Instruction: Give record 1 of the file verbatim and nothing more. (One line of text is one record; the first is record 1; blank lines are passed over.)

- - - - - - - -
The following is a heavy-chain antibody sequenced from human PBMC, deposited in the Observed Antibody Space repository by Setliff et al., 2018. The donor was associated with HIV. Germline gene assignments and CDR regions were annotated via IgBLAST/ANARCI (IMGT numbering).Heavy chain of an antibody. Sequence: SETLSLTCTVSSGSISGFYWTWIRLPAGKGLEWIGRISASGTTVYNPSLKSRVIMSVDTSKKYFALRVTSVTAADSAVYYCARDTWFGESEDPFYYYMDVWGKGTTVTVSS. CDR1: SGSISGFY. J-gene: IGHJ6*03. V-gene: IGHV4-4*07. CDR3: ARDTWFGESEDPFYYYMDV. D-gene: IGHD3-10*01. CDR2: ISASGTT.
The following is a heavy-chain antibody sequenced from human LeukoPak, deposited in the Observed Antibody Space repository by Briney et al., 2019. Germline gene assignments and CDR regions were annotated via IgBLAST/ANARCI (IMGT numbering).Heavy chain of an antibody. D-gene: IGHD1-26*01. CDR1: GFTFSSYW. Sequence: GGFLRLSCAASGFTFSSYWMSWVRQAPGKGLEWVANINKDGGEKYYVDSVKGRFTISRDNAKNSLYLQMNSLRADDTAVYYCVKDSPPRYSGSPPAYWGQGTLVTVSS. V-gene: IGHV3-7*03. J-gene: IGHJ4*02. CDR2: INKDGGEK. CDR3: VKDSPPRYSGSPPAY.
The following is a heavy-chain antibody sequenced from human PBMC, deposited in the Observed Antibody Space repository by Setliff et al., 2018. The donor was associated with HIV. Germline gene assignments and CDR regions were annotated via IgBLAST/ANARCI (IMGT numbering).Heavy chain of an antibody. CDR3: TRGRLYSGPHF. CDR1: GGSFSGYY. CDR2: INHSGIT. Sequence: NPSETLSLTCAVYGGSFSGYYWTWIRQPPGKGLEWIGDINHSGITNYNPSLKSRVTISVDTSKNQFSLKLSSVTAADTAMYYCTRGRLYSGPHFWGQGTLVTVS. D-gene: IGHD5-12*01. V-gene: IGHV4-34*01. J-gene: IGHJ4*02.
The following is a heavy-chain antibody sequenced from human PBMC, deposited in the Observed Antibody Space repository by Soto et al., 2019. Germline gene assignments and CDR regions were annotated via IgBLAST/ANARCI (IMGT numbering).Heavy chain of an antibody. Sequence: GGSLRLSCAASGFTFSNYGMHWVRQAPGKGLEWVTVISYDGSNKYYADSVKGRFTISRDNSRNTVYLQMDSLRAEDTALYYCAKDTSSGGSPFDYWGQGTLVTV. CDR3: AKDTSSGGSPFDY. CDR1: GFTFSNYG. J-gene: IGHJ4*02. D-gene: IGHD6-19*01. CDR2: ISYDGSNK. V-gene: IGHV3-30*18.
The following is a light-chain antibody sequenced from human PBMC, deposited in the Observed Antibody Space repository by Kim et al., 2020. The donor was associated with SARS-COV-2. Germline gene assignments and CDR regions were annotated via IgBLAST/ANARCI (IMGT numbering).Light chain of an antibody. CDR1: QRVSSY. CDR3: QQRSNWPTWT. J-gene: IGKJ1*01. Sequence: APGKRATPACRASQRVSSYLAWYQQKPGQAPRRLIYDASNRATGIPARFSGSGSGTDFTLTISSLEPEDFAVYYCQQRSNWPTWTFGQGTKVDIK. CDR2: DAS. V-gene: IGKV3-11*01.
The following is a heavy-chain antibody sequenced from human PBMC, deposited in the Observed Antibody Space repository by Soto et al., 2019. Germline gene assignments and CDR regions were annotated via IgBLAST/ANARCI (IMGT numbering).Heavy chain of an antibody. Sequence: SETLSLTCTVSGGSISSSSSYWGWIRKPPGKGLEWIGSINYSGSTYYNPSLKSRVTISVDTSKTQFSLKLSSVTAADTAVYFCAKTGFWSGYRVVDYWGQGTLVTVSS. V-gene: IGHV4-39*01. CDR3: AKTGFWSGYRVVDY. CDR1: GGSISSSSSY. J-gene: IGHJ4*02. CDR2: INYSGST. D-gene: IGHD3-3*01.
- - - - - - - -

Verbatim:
The following is a heavy-chain antibody sequenced from human PBMC, deposited in the Observed Antibody Space repository by Setliff et al., 2018. The donor was associated with HIV. Germline gene assignments and CDR regions were annotated via IgBLAST/ANARCI (IMGT numbering).Heavy chain of an antibody. Sequence: SETLSLTCTVSSGSISGFYWTWIRLPAGKGLEWIGRISASGTTVYNPSLKSRVIMSVDTSKKYFALRVTSVTAADSAVYYCARDTWFGESEDPFYYYMDVWGKGTTVTVSS. CDR1: SGSISGFY. J-gene: IGHJ6*03. V-gene: IGHV4-4*07. CDR3: ARDTWFGESEDPFYYYMDV. D-gene: IGHD3-10*01. CDR2: ISASGTT.